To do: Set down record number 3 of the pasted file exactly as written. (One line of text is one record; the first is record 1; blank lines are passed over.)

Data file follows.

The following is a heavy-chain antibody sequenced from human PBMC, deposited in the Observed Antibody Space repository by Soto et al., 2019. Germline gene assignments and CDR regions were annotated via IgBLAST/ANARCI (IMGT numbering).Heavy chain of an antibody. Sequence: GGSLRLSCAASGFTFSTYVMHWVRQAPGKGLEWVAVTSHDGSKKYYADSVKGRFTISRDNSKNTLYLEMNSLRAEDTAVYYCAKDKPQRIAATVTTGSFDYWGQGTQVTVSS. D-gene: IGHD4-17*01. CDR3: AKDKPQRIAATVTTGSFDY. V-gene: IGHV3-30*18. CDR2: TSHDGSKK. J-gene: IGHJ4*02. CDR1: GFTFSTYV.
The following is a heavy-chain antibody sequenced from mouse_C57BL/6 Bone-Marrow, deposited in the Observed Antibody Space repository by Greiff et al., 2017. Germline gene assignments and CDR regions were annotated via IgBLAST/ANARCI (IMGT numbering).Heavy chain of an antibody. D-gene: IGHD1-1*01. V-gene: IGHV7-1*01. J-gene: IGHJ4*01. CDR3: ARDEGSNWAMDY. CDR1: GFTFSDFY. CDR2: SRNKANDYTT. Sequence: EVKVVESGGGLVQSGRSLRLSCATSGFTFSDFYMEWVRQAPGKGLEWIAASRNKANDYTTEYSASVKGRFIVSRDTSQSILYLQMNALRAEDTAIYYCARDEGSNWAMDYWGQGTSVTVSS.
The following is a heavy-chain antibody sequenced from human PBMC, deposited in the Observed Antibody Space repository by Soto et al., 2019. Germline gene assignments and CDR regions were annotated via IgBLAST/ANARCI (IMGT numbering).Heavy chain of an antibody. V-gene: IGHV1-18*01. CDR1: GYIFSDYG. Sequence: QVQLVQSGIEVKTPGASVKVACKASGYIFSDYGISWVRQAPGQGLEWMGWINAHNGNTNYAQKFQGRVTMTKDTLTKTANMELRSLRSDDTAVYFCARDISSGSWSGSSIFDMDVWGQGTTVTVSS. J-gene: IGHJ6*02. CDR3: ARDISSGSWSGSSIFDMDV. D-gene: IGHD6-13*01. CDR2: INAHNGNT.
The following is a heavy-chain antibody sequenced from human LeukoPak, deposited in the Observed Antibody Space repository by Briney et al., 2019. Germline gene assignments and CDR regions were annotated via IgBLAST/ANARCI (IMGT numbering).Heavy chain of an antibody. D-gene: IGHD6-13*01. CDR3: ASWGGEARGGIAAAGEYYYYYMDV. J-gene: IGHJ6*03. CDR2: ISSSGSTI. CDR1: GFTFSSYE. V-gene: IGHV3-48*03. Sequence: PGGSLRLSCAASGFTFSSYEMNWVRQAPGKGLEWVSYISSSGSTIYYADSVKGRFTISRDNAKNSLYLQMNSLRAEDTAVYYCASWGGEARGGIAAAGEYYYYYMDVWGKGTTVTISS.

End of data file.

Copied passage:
The following is a heavy-chain antibody sequenced from human PBMC, deposited in the Observed Antibody Space repository by Soto et al., 2019. Germline gene assignments and CDR regions were annotated via IgBLAST/ANARCI (IMGT numbering).Heavy chain of an antibody. V-gene: IGHV1-18*01. CDR1: GYIFSDYG. Sequence: QVQLVQSGIEVKTPGASVKVACKASGYIFSDYGISWVRQAPGQGLEWMGWINAHNGNTNYAQKFQGRVTMTKDTLTKTANMELRSLRSDDTAVYFCARDISSGSWSGSSIFDMDVWGQGTTVTVSS. J-gene: IGHJ6*02. CDR3: ARDISSGSWSGSSIFDMDV. D-gene: IGHD6-13*01. CDR2: INAHNGNT.